The best known processed cheese in the US is the uniquely orange, yellow, or white, mild-flavored American cheese. It used to be made from a cheese blend, most often from Colby and Cheddar.  Today, American cheese isn’t generally made from a natural cheese blend, but from a manufactured bunch of ingredients such as milk, whey, milk fat, milk protein concentrate, whey protein concentrate, and salt. When substitutes like these are used, the end product doesn’t always meet the legal definition of cheese and has to be labeled differently.

The marketing of “American Cheese” for “processed cheese” coupled with the prevalence of processed cheese in the U.S. has led to the term American cheese being used in the U.S. (and elsewhere) in place of processed cheese.

Some Facts

  • Calories in 2% Milk American Singles (1 slice, 19g)

50 Calories, 3g fat (2g saturated), 1g carbs, 4g protein

  • Calories in Kraft American Singles (1 slice, 19g)

60 calories, 4.5g fat (2.5f saturated), 1g carbs, 3g protein

  • Calories in Free Singles American Nonfat Pasteurized Process Cheese Product (1 slice, 21g)

31 Calories, 0.2g fat (0.1g saturated), 2.5g carbs, 4.8g protein

SocialDieter Tip:

A “pasteurized prepared cheese product” is a long way from nature and nourishment.  Just a heads up:  We drink about 60% of the milk we did 50 years ago, but we eat almost four times more cheese, an increase from 7.5 pounds to almost 30 pounds a person a year.  The increase is probably from the cheese in pizza, processed food, nachos, convenience food, and packaged products – not from good quality cheeses. Each 1 ounce serving of cheese (or 31/2 ounce serving of beef) rmeans a 7 gram increase in saturated fat (the bad kind of fat that, the kind that’s solid at room temperature and directly related to cardiovascular risk factors). Go for reduced fat or 2% cheese when you can.  There are fat free cheese slices – okay for sandwiches but not good for heating up – it doesn’t really melt.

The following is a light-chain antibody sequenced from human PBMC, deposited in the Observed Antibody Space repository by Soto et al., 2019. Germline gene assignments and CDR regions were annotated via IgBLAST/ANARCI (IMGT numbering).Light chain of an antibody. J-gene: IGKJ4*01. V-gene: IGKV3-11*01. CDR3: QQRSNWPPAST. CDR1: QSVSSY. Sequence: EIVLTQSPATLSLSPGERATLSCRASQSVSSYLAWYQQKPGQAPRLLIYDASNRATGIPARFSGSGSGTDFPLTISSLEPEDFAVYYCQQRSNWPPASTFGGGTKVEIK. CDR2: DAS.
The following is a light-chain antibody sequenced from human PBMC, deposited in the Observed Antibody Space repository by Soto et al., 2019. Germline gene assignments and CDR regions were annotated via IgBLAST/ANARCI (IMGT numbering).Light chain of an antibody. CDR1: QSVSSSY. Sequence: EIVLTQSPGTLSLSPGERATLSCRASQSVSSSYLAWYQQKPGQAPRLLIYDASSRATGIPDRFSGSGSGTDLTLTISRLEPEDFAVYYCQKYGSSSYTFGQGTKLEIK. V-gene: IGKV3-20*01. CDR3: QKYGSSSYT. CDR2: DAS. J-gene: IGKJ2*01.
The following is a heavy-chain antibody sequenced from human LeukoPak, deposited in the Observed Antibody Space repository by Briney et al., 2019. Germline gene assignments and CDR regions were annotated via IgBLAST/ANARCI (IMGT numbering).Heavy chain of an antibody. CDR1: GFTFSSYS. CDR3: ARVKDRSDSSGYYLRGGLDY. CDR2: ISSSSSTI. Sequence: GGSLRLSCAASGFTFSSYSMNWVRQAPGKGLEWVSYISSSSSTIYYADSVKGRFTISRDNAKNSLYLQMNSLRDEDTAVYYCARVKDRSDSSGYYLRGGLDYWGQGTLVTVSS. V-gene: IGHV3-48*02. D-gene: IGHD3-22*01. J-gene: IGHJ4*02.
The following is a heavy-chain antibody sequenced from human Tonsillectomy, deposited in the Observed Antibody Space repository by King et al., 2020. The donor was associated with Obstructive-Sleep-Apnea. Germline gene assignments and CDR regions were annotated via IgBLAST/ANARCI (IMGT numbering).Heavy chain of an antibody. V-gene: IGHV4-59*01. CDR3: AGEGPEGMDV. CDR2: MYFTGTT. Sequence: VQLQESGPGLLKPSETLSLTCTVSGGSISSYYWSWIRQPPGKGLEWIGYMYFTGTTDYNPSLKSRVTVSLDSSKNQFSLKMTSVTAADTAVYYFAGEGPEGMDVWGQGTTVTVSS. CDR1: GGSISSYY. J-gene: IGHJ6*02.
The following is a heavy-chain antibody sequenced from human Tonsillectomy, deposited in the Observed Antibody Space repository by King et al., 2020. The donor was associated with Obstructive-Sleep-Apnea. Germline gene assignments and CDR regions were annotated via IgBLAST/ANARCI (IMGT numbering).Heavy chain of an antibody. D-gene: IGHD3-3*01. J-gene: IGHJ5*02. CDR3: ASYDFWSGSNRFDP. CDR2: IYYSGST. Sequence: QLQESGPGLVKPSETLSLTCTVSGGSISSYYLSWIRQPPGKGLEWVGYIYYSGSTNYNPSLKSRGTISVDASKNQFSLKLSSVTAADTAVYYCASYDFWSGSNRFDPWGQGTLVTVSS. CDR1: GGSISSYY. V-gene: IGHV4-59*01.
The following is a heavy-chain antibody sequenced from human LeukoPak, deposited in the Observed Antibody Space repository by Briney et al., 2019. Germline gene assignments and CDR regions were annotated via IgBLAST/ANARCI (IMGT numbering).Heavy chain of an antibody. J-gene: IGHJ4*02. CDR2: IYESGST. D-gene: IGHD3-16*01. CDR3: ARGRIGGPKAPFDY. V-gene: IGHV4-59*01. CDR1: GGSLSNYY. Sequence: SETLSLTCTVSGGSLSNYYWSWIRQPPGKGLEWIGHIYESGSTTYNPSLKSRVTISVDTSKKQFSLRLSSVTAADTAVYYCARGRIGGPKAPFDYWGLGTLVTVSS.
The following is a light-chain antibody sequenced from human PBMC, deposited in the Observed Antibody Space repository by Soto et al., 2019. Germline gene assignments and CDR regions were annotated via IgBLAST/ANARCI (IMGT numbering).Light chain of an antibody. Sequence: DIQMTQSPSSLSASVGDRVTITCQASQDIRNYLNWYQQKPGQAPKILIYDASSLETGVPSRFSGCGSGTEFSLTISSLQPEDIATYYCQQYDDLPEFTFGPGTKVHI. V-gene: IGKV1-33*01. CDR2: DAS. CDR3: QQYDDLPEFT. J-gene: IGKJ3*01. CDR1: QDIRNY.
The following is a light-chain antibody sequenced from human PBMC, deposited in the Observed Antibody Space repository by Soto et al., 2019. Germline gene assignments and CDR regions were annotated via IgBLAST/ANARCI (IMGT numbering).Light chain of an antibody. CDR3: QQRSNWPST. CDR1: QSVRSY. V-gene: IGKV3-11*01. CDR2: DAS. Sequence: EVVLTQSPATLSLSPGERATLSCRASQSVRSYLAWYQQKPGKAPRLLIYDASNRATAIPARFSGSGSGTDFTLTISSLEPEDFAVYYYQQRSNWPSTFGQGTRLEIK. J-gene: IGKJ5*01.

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2 Responses to A Slice Of Cheese . . . Or Is It?

  1. Laura May 15, 2010 at 8:28 am #

    What most people don’t realize is that milk protein concentrate (MPC) is not approved for use in food products. It’s most often imported for use in glue production. Do you really want to eat products that contain a mystery powder from unknown sources including unregulated foreign countries? (Think of China and malamine!) Kraft has put profits above the health of their customers and has even had to relabel their American Cheese slices to remove the word “food” from the label. Kraft Singles are not legally a food, but a “product” now. Sadly, the FDA is looking the other way as these illegal food “products” make their way to store shelves and onto our tables. For health and food safety reasons, people should read labels and avoid products that contain milk protein concentrate. Real cheeses such a swiss, provolone, muenster, monterey jack don’t contain MPC and are great on a sandwich. Annie’s Homegrown mac & cheese mixes are made without MPC. The only Kraft American Cheese slices that I can find without MPC is the Deli Deluxe variety. For more info, visit http://www.facebook.com/group.php?gid=112771652097091 and http://www.familyfarmdefenders.org/index.php/MPC/IsThereKrapInYourKraftSingles

    • admin May 15, 2010 at 9:20 am #

      Thank you for your comment. One of the main reasons for writing my posts is to help my readers understand what is in the food they often take for granted. Your response expands on that effort — and supports my belief in fresh, natural, unprocessed foods taking center stage in anyone’s diet.